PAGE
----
site search by freefind
MotorBar: 1200+ unique in-depth car reviews. Plus travel & destinations, and 1000 DVD and CD reviews. Online for 14 years. Written by experts.
Audi RS 7 Sportback Performance

Click to view picture gallery  |  Copyright www.michaelwardphotos.com “In this world, too often you have
  to choose between sense and
  sensation; in the car world, you either
  buy a five-door hatchback or you
  buy a supercar. You can
t have both
  in one body. Or can you? Audi
s
  barnstorming RS 7 Performance
  proves otherwise...”


SENSIBLE AND SENSATIONAL? Surely that's just being greedy. But hey, the RS7 Performance is a car that really does pull off the impossible: a family hatchback that crushes supercars to sprinkle on its breakfast. Oh, and by the way, it also wafts you around in superlative comfort.

To this latest version of its RS 7 Sportback, Audi has appended the word 'Performance', which adds about £5,500 to the price but also a bit more power. In fact, it's now got more horsepower than one of the greatest supercars of our time — and a VW Group stablemate — the Lamborghini Huracán LP 580.

It’ll accelerate from rest
to 124mph in
an unbelievable 12.1
seconds.
Top speed?
Normally, it’s restricted
to 155mph... but you
can order the
‘Dynamic Plus’ pack
that will take it
all the way to 189mph!”
Unlike the Lamborghini's monster of a naturally-aspirated V10 (which, incidentally, also powers Audi's R8 supercar), the RS 7 uses a highly tuned version of Audi's familiar 4.0 TFSI V8 turbo engine.

In normal RS 7 guise, this pumps out 552bhp — not a bad slug of potency, it must be admitted. But when Audi adds its Performance pack magic, including specific engine management, increased rpm and more boost pressure, that peak figure jumps to 596bhp.

The upshot is 0-62mph in 3.7 seconds (shaving 0.2 seconds off the regular RS 7's sprint time). It'll also accelerate from rest to 124mph in an unbelievable 12.1 seconds. Top speed? Normally, it's restricted to 155mph but you can order a 174mph derestriction option — or go even further with a 'Dynamic Plus' pack that will take it all the way to 189mph.

It's not just about pure power, either. You have a monumental 516lb ft of torque at your disposal in normal driving, which is enough to waft you around with effortless ease from urban pace right up to autobahn speeds. But the peak torque figure can go even higher when you use the overboost function — to 553lb ft (37lb ft more than the regular RS 7).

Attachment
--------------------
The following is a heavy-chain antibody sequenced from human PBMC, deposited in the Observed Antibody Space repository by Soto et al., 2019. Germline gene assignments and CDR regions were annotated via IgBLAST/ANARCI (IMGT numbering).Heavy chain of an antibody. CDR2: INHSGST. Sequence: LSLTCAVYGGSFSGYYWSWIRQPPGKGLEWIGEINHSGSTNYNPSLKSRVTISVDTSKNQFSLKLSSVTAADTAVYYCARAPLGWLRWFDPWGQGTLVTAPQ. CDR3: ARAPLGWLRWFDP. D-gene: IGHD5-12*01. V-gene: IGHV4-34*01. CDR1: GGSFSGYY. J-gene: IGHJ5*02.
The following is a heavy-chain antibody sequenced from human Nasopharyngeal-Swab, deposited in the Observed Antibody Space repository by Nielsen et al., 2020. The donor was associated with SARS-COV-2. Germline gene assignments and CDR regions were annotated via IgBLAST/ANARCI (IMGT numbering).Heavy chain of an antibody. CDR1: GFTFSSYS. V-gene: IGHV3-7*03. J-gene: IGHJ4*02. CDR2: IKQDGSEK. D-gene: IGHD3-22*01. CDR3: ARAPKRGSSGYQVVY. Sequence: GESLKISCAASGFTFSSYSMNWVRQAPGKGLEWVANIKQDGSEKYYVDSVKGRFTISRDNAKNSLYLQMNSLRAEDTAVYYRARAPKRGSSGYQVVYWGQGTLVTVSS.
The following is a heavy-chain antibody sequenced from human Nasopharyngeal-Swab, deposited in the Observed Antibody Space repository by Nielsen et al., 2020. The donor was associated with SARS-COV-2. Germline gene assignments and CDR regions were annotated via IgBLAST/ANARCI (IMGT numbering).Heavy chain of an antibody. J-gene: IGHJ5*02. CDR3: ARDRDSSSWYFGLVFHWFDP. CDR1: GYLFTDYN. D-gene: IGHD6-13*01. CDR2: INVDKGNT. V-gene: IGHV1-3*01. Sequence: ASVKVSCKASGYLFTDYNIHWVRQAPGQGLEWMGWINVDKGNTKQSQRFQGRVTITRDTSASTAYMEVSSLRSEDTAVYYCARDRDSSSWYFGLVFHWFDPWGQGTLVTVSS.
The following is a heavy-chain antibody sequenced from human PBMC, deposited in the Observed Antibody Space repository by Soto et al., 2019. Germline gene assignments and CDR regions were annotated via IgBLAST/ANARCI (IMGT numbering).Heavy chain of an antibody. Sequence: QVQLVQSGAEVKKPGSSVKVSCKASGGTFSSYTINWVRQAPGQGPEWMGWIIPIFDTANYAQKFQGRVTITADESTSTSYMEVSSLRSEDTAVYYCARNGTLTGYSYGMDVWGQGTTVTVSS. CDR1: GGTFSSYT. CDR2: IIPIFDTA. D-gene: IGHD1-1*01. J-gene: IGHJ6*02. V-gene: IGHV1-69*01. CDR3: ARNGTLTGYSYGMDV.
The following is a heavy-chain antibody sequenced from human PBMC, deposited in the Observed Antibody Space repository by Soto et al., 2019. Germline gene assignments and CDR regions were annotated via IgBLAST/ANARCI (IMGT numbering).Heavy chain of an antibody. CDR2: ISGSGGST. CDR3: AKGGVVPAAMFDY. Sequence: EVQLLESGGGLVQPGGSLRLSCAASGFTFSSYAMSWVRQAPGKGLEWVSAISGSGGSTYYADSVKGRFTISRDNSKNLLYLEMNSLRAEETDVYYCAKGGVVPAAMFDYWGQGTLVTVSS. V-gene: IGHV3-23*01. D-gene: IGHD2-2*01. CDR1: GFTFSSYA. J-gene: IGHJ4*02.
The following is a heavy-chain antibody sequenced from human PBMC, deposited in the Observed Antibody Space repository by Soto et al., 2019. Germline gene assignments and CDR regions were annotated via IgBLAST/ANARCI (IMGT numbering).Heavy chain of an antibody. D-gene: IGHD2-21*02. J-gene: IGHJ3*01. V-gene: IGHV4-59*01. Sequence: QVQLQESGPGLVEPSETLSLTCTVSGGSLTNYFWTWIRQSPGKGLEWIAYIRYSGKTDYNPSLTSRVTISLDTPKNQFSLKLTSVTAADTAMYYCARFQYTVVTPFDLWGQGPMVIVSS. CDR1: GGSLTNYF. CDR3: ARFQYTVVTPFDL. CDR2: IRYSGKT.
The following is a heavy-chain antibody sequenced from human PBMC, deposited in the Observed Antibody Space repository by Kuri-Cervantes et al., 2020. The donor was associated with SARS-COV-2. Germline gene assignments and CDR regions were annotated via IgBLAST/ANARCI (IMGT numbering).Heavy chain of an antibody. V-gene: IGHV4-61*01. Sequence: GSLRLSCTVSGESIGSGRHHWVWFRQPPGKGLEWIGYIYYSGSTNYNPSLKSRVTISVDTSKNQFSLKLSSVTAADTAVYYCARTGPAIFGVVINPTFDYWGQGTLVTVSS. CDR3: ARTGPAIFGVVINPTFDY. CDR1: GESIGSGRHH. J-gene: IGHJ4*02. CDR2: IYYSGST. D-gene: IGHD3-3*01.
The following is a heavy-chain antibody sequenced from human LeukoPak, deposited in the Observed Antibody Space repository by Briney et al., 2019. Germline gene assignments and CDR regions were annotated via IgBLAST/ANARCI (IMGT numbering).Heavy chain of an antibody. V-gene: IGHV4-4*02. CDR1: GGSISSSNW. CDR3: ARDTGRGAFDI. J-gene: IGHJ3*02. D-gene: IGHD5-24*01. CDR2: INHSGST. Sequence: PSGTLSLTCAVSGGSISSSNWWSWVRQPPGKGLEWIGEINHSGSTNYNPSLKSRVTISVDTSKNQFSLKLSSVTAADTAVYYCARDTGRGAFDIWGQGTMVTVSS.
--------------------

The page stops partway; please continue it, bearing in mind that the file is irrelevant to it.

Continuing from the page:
The RS 7's eight-speed tiptronic transmission is a fabulous bit of kit, too. It works in a super-smooth and easy way in normal mode, so trips to Tesco are far from tiresome. However, flick the lever to Sport and the engine revs like a good 'un. No, it still doesn't sound anything like Audi's V10 but by heck it sure does go. If you really want, you can also change gear manually using the steering wheel shifters.

Surely it all falls apart when it comes to corners? OK, it may not have the handling sharpness of an Audi R8 or a Lamborghini, but the RS 7 is nonetheless extremely good. Thank the quattro permanent all-wheel drive for that.

Normally 40 per cent of the torque goes to the front axle and 60 per cent to the rear, but that can change in an instant if the clever electronic brain thinks it should. There's a sport differential at the rear, too, shifting the torque between the rear wheels as necessary. The RS 7 also has air suspension with a 20mm lower ride height.

With a list price of
£91,600, it’s pricey —
but how many other
supercars have anything
like the five-seat
hatchback practicality
of the Audi?
None, I reckon...”
However, there are two slight issues when it comes to cornering. The first is that this is just such a huge machine; placing it requires care on anything other than major roads, which inevitably reduces your pace. So it's all too easy to find yourself driven off the road by SUVs occupying more than half the road space.

The other issue is that it doesn't feel quite as resolved as, say, a Mercedes AMG. I tried the car in anger on a circuit and found that the body rolls a fair bit, even in Sport mode.

Understeer is still well contained but it never fully leaves the party. One thing that does work is the brakes: like a true supercar, you can order carbon-fibre ceramic brakes as an option but the standard steel ones are really more than adequate.

Inside, the special RS seats are heavily bolstered to hold you in place — and in their black-and-blue Alcantara and leather honeycomb facings they also look great. Matching these are cabin inlays using carbon interwoven with a blue thread — luvverly!

Despite its substantial weight (1,930kg) and five-person carrying ability, the RS 7 surprises with some decent fuel economy. Clever electronics let the V8 work in four-cylinder mode when on a gentle throttle, keeping fuel consumption down. Audi claims it's the best car in its class at 29.7mpg overall. I was getting more like 23mpg in daily use during my test, but for the performance that's still pretty respectable.

Importantly for taxpayers, the CO2 is kept down to 221g/km. However, you do pay tax on a list price of £91,600 for the RS 7 Sportback Performance. Pricey, yes — but how many other supercars have anything like the five-seat hatchback practicality of the Audi? None, I reckon. ~ Chris Rees
.
Audi RS 7 Sportback Performance | £91,600
Maximum speed: 189mph | 0-62mph: 3.7 seconds | Test Average: 23mpg
Power: 596bhp | Torque: 553lb ft | CO2: 221g/km

.